Hanover, Germany in 1864, Diedrich Ueckermann served as the Caulfield City
Council's head gardener, a position he held during the Great War. His
loyalty to Australia was brought into question prompting this report in the
Sandringham Southern Cross:
"The loyalty of Mr Uickerman [sic], head
gardener of the Caulfield Council, has been questioned, but after two
investigations the Council have expressed their confidence in him. On
Tuesday, the Council received a letter from Mrs. Perkes, asking that a
deputation of women be received to discuss the question. Mrs. Dixon
also wrote as a Red Cross worker, expressing surprise and indignation that
the gardener was still employed, and she considered the employment of
Germans in public positions was hindering recruiting. She urged the
Council to brush away the cobwebs from their eyes, and put on the cap of
The special committee appointed to
investigate the matter submitted a declaration, in which the gardener stated
he was born in Hanover in 1864, prior to its amalgamation with Germany.
His father joined the Hanoverian Army when war was declared on the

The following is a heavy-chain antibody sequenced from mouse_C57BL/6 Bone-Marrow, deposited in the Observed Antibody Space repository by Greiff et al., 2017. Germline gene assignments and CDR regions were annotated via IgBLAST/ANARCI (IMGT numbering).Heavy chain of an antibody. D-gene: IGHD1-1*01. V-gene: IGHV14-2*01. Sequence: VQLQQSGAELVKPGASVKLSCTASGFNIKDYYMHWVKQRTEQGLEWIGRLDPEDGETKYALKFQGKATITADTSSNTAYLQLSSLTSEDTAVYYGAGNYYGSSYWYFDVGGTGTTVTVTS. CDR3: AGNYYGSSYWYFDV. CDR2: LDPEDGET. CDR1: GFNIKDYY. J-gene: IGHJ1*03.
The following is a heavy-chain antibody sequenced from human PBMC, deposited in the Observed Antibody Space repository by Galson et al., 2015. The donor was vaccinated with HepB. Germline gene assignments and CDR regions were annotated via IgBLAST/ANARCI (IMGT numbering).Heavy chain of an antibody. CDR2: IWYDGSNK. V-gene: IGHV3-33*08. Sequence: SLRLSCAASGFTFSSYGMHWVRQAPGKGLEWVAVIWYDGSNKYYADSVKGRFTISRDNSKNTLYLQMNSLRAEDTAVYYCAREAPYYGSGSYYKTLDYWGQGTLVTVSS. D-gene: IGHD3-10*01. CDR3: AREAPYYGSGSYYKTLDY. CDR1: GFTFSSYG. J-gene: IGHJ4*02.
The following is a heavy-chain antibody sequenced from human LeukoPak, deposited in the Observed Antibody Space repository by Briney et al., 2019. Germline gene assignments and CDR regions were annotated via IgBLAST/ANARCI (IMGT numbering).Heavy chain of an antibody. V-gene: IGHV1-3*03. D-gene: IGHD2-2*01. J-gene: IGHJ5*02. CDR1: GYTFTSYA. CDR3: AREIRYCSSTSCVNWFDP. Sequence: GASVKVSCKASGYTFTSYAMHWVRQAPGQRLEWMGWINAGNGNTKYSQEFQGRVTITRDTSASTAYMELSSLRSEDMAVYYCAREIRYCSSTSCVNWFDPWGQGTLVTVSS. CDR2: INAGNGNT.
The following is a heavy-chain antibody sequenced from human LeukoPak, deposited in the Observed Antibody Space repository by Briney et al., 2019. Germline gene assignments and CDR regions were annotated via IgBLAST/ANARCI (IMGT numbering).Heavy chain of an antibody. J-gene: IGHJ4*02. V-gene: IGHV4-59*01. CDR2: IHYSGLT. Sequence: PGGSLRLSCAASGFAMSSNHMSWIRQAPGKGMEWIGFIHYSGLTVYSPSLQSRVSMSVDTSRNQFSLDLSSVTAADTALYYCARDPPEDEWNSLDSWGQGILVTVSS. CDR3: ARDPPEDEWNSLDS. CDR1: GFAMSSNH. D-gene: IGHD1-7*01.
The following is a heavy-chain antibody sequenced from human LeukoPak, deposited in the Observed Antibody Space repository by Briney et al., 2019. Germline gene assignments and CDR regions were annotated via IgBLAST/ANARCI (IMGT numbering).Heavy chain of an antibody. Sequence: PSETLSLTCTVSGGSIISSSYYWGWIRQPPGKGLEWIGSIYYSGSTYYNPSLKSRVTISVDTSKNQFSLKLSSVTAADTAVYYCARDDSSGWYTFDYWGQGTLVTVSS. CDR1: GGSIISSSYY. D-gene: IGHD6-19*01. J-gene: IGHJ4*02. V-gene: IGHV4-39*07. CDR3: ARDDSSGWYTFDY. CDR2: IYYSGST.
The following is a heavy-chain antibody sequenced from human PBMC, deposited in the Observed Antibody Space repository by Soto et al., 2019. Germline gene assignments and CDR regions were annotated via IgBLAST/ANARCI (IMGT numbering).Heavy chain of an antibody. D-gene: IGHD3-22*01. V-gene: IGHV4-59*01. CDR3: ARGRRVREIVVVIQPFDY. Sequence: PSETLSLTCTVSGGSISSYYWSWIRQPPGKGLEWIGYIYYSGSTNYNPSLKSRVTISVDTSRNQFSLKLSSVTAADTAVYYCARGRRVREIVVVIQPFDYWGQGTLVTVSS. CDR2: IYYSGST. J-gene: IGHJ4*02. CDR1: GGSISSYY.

Prussians, and ten years later, not being satisfied with Prussian rule,
sailed for England. At the age of 16 years he (the gardener) left
London for Australia, where he had resided ever since. He was
naturalised, and had married an Australian-born woman of British parents.
He could not speak German; had not corresponded with the German Consul, or
anyone in Germany, and his children were taught in the Victorian State
schools. He had invested in the War Loan, and by personal effort had
assisted the Red Cross Society. Two of his brothers, who took part in
the Boer War, were wounded, and were now receiving pensions from the British
Cr. Thomson moved the adoption of the
report. He hoped that at last the people would be satisfied. The
gardener was one of the best servants of the Council. If the gardener
were not a loyal subject, he (Cr. Thomson) would have resigned long ago.
Cr. Wood seconded the motion. He
said the gardener and his family had exhibited loyalty in a manner that many
of the native-born Australians were not doing.
Cr. Phillips said the report was very
satisfactory. He ventured to say that no honest ratepayer would ask
the Council, in the face of the declaration, to discharge the gardener.
The motion was carried."